New artificial sports fields raise environmental concernsBy mmurdoch | February 9th, 2009 | Category: Environment |
By Sound News reporter Maggie Murdoch
The City of Seattle has a grand vision for Magnuson Park, that jewel of open space in NE Seattle along the western shores of Lake Washington. Work restoring the natural beauty and social vitality of the park’s 360 acres has been underway since 1965, when the U.S. Navy base formerly located there began to consider giving the land to Seattle Parks and Recreation.
Now, Parks and Recreation is building a cadre of artificial turf sports field and redesigning several areas of wetlands, with the intention of enhancing wetland function and wildlife habitat, as well as drawing more park users. These benefits may sound hard to argue with, but community activist Chris Van Dyk believes the fields are exposing humans and the Puget Sound environment to potential health risks that have not been adequately studied.
The five fields under construction at Magnuson Park are made with recycled tires ground up into pellets that are embedded in a plastic carpet, providing cushioning for athletes.
“A plastic and recycled tire playing field holds some 120 tons of granulated waste tire…the material is toxic,” Van Dyk warned.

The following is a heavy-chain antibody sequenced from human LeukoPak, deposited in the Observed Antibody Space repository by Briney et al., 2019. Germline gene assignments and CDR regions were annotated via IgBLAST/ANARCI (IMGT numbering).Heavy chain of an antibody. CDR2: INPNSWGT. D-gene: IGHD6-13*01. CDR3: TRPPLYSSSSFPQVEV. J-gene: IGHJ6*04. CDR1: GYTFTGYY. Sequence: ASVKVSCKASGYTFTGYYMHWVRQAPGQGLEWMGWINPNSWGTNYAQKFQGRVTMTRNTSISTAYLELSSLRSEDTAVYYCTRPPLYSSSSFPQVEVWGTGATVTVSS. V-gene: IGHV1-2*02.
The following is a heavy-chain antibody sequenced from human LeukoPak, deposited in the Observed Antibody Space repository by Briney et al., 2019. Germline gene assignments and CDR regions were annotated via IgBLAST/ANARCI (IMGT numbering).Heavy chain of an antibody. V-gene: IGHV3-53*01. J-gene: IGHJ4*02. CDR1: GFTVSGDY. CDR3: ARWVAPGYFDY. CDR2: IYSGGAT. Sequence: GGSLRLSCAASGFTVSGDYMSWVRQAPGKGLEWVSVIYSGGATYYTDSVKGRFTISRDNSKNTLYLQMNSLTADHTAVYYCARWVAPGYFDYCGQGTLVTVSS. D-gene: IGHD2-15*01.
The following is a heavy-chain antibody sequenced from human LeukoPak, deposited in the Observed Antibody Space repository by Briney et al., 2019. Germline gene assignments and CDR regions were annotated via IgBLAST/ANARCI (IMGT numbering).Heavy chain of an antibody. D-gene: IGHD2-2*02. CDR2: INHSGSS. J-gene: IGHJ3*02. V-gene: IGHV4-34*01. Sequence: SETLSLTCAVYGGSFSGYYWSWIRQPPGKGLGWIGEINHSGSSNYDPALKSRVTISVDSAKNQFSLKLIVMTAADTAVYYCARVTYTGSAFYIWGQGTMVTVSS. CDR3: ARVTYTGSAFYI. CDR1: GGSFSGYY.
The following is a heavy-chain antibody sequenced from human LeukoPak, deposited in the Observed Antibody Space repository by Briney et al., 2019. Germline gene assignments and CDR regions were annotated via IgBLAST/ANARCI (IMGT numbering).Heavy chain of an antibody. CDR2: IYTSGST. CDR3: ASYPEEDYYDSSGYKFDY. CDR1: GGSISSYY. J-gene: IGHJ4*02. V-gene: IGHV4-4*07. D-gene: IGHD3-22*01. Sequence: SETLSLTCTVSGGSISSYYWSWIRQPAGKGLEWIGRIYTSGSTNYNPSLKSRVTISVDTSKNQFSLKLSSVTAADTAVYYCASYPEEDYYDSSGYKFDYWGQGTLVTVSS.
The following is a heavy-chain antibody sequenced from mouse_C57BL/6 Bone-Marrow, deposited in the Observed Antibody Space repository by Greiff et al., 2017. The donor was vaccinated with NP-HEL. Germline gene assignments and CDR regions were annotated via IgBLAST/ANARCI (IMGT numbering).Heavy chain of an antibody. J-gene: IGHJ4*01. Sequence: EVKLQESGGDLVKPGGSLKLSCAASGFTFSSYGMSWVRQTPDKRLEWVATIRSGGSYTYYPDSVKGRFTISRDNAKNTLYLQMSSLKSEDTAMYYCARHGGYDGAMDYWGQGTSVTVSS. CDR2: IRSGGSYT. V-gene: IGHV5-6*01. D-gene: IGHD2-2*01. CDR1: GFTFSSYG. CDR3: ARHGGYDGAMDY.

Unexamined consequences on wildlife
The rubber in the fields contains traces of toxic metals and industrial chemicals that can cause cancer and other problems, and, in the case of sensitive wildlife, even death. Several studies show that over 100 chemicals from the tire rubber can leach into the water that runs off the fields. Van Dyk said that the studies that say they fields are safe are limited and cannot be considered conclusive.
Of particular concern at Magnuson is the fields’ proximity to several wetlands. Pacific chorus frogs, alligator lizards, dabbling ducks, and numerous other species make their home in those seasonal wetlands. The tiny pellets of ground-up rubber, about 1mm in size, can end up in the wetlands where they could be ingested. Once inside an animal, the rubber won’t break down, and could cause fatal intestinal blockages.
Lynn Ferguson, a member of Magnuson Environmental Stewardship Alliance (MESA) who sat on the advisory committee for the field project said, “We don’t know what the impacts [of ingesting the pellets] will have on the wildlife” because the effects have never been studied. Ferguson also said that little research exists that has examined the cumulative impacts of rubber runoff into the wetlands.
“That’s an issue, there just isn’t much research. I think there are areas of concern, certainly, that should be followed and monitored very closely…In a way, this will be an ideal place to study that, because the frogs are an early indicator of pollution”